Hardest Sounds In Languages

AsianBlood
For any language.
Also I am making this list on phone so only have some letters, for clarifications:

Háček=that arrow thing over č

The Top Ten

1 R with Háček

It's very hard and it almost took me 3 weeks to get it right.

It is very hard and I mean HARD but most people say that get it by saying "ch" really fast

After about 12 weeks I finally got the 'ř' what I did is I open my mouth with the tip of the tongue bended back then I closed my jaw with the tip of the tongue bended back (because closing your jaw with your tip of the tongue bend back can get the hard rolling sound easier (the rolling sound in czech has a lot stronger sound then the spanish 'rr')) when your jaw closing keep your tongue bend and quickly move your tongue to the flat part of the palate (your tongue needs to move quicker than your jaw).

I figured out how to the ř sound it is simple roll your tongue like the Spanish double r then you teeth needs barley closet like when you’re doing the long e sound then put the double r and the long e sound together to form a new sound it should be very simple if you got the Spanish double r.

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2 Throaty H

I am a native speaker of a language like this and still find myself sometimes missing it, it's very hard to do sometimes. - AsianBlood

3 C in Xhosa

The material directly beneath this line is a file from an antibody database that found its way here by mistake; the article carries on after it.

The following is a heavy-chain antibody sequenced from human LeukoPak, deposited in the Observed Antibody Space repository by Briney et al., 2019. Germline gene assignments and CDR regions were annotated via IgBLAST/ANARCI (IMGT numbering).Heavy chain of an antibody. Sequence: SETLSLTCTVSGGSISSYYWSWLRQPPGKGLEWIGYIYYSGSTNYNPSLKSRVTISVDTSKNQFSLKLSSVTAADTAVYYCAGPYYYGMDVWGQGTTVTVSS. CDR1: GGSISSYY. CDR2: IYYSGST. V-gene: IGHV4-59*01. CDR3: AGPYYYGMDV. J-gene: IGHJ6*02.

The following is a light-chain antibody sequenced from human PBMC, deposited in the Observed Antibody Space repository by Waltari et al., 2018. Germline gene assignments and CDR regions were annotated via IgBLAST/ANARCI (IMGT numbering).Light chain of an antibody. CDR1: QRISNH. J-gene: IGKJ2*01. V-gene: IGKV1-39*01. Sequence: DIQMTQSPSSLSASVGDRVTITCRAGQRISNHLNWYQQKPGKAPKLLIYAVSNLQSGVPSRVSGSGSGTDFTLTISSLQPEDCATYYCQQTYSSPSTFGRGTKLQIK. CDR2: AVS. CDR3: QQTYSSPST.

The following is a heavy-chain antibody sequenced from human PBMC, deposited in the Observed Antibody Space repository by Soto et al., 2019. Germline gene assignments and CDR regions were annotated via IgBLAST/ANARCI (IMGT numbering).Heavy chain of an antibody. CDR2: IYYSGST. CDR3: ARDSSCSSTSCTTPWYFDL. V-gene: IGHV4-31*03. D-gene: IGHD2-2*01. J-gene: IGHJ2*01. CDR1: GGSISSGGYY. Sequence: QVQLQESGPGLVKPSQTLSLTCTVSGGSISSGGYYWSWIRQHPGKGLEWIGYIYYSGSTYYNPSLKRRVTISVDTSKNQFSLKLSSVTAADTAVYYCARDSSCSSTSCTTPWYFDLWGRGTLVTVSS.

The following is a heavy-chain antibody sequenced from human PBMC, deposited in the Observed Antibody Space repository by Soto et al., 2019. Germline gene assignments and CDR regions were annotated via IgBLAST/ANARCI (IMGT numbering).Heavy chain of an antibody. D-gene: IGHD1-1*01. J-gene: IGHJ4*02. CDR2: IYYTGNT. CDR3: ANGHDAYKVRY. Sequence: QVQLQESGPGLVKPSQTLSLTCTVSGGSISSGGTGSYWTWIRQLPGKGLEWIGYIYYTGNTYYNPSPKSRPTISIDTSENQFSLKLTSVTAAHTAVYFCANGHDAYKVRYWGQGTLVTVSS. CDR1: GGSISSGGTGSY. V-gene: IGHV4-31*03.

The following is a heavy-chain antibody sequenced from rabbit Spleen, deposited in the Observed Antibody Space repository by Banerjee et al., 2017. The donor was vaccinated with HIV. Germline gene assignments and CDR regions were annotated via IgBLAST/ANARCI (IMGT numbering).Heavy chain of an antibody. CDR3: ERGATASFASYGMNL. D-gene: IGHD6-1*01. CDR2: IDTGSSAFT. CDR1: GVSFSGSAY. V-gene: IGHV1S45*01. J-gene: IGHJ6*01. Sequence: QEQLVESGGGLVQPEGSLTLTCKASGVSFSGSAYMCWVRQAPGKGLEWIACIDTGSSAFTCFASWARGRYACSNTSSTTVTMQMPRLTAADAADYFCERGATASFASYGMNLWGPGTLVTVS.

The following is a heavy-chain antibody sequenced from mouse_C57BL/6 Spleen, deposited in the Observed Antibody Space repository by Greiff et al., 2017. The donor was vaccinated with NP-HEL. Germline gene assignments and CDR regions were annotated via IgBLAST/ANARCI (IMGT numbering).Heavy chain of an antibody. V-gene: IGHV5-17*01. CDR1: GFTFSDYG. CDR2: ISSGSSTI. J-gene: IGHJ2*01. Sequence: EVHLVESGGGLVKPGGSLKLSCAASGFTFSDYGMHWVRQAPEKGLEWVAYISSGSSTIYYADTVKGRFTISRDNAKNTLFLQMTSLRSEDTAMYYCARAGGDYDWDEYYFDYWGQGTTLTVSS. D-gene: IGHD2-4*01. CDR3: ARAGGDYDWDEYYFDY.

If you don't know, Xhosa is a click language. It has 3 different clicks. X and Q are rather simple, but I find C to be very hard. - AsianBlood

To do the 'c' in Xhosa pull the tip of the tongue away from the back of the upper front teeth; tsk, tsk.

4 Actual Q

Yeah it's hard to do this, in languages like Arabic and Tajik where it's NOT JUST A K LIKE IN A CERTAIN LANGUAGE. - AsianBlood

5 Æ

Because so many people think it's meant to be like "æ quirk of mine is..." - AsianBlood

6 Œ

I find so many people failing in this one, because they expect it to be like "�" why didn't you say so". - AsianBlood

7 Trilled R

Although I can do this sound now, it took me until I was 5 to do so. - AsianBlood

I still don't know how to do this.

This is how you do the trilled R

Make the proper movements with your mouth. The English R sound is made by the movement made between your bottom lip and your top teeth. Alternative, the rolling R sound is made by vibrating your tongue against the back of your top teeth, which is very similar to the way your mouth moves when you say an English T of D.

(1) Start by saying the letter R, in English, out loud. Pay attention to how your mouth moves while you say the letter R. You’ll notice that your tongue does not touch the back of your teeth, it sort of just hangs there in mid-air.

(2) Now say the letters T and D, in English, out loud. Pay attention to how your mouth moves when you say T and D. You’ll notice that your tongue touches the back of your upper front teeth " almost like your tongue is pushing your teeth forward.

(3) The placement of your tongue while you say T and D in English is the same placement you need to perfect when attempting to roll ...more

8 W